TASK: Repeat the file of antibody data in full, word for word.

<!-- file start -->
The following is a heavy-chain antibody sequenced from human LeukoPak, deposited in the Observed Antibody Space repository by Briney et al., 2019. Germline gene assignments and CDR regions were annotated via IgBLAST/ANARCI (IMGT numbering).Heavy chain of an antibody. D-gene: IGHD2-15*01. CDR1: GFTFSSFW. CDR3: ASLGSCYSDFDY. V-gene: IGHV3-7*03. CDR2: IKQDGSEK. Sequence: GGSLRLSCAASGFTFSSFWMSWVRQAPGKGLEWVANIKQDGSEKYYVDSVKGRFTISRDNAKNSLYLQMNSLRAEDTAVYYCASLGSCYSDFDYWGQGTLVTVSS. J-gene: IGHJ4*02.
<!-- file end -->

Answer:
The following is a heavy-chain antibody sequenced from human LeukoPak, deposited in the Observed Antibody Space repository by Briney et al., 2019. Germline gene assignments and CDR regions were annotated via IgBLAST/ANARCI (IMGT numbering).Heavy chain of an antibody. D-gene: IGHD2-15*01. CDR1: GFTFSSFW. CDR3: ASLGSCYSDFDY. V-gene: IGHV3-7*03. CDR2: IKQDGSEK. Sequence: GGSLRLSCAASGFTFSSFWMSWVRQAPGKGLEWVANIKQDGSEKYYVDSVKGRFTISRDNAKNSLYLQMNSLRAEDTAVYYCASLGSCYSDFDYWGQGTLVTVSS. J-gene: IGHJ4*02.